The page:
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Sunday
Jun012003

Dharma Dictionary: Interdependent Origination

Defined by Francesca Fremantle

Interdependent origination (Skt., pratityasamutpada) is the law of causality, which Shakyamuni discovered at his awakening. It revealed to him the whole truth of existence, and in penetrating it he became the Awakened One. What he saw was a total vision of how and why all beings throughout space and time are entangled in samsara for countless lives, as well as his own past lives in his progress toward liberation. This was the extraordinary insight that distinguished his teaching from others, so it is said, “whoever sees interdependent origination sees the dharma, whoever sees the dharma sees the Buddha.” When Assaji, one of the Buddha’s first disciples, was asked by Shariputra about his master’s teaching, his reply was a summary of interdependent origination, which became famous as the fundamental doctrine of buddhadharma:

Whatever things are cause-produced, the Tathagata has told their cause;
and
what their cessation is, thus the great ascetic teaches.

According to this law, nothing has independent, permanent, or absolute existence. Everything is part of a limitless web of interconnections and undergoes a continual process of transformation. Every appearance arises from complex causes and conditions, and in turn combines with others to produce countless effects. By interrupting the causal chain at certain key points, the course of existence can be altered and effects prevented by eliminating their causes.

This law embraces all the basic principles of Buddhism. (The late Dilgo Khyentse Rinpoche said that the whole range of teachings, from the shravakayana to dzogchen, has only the meaning of interdependent origination.) It demonstrates the doctrines of karma and rebirth. The three marks of existence are inherent within it: there is no unchanging self in this process, and it is characterized by impermanence and suffering, since whatever comes into being must change and pass away. The four noble truths flow from it: the first truth is the recognition of inherent suffering; the second truth, the cause of suffering, is shown by the law; understanding the cause of suffering leads to its cessation, the third truth; therefore, there is a path to liberation, the fourth truth.

Its best known formulation is the twelve causal links, which has been called the karmic chain reaction. In the traditional image of the Wheel of Life, it depicts the life, death and rebirth of sentient beings, but it can also be understood as the life cycle of appearances, actions, thoughts or any phenomenon whatever. Essentially it analyzes the process of an illusion crystallizing out of emptiness and being taken for reality.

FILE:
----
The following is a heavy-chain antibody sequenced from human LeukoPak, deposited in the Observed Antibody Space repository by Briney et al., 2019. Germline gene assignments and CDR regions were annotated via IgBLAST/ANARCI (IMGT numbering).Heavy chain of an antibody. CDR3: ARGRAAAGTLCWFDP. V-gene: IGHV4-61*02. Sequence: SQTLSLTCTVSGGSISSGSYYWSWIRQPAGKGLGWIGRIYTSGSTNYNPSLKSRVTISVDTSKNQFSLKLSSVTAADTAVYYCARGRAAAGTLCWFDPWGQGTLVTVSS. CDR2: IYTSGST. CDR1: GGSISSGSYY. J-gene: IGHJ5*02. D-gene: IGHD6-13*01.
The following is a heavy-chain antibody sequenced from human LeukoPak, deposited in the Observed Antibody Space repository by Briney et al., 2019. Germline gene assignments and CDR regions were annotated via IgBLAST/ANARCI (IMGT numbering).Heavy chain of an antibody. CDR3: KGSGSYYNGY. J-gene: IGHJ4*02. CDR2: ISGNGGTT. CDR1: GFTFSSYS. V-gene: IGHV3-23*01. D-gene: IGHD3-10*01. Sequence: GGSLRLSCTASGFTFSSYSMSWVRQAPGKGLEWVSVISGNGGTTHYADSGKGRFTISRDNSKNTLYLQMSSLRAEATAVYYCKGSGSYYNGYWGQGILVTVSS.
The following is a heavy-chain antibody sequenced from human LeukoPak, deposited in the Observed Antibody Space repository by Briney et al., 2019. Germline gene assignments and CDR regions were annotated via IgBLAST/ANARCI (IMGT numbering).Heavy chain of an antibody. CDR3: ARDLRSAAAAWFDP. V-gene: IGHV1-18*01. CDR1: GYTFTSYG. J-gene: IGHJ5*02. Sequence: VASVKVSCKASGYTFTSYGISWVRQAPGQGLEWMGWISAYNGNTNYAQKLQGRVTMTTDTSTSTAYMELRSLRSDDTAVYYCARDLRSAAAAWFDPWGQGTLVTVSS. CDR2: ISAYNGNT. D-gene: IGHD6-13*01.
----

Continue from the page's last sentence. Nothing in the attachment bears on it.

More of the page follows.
The twelve links are: (1) ignorance or unawareness, which imagines self and the world to have intrinsic existence; (2) conditioning, the karmic forces that ripen in the ground of ignorance from seeds sown in previous lives and form the conditioning factors of the next life; (3) consciousness, arising from conditioning, which carries the sense of self and operates through the mind and senses; (4) name and form, the totality of an individual’s mental and physical constituents; (5) the six senses: sight, hearing, smell, taste, touch, and mental faculty; (6) contact, the meeting of the senses with their objects; (7) feeling, the positive or negative sensations aroused by contact; (8) thirst, the desire to possess or avoid these sensations; (9) grasping, the physical, verbal or mental action that follows thirst; (10) existence or becoming, the coming into existence that results from grasping; (11) birth, manifesting in one of the six realms; (12) decay and death, the process of aging and passing away that inevitably follows birth.

The circle of the twelvefold chain is continuous, a self-contained system without beginning or end. At death we fall back into ignorance and start all over again. The whole cycle can be contemplated in reverse order, starting with death and tracing its causes back to ignorance. Although the links appear sequentially, they may also be seen as interconnected, simultaneous, and mutually dependent. The wheel is a schematic picture, designed to demonstrate the conditioned and relative nature of apparent existence, while exposing sentient beings’ intense attachment and habituation to the causes of suffering.

But on what does the law of causality rest? Nagarjuna declares that interdependent origination itself is emptiness, and this identity is the Middle Way, while the Heart Sutra proclaims “in emptiness... there is no ignorance or extinction of ignorance, up to no decay and death and no extinction of decay and death.” Chögyam Trungpa Rinpoche says of the Wheel of Life, “this wheel is the portrait of samsara and therefore also of nirvana, which is the undoing of the samsaric coil,” bringing to mind his wonderfully vivid image of self-liberation, “the snake-knot of conceptual mind uncoils in space.”

For significant as life and death may seem, genuine as suffering is, and seriously as we must regard the law of karma, as long as we remain within samsara, nothing produced by interdependent origination has ultimate reality. It is an illusion appearing from ignorance, whose nature is the error of belief in self. Since it has never existed it cannot be destroyed. It is dispelled only by the wisdom of nonself. Transcending both existence and nonexistence, it is self-liberated into emptiness, the vast openness of space beyond conceptual thought.

Francesca Fremantle is the author of Luminous Emptiness: Understanding the Tibetan Book of the Dead (Shambhala Publications).

 

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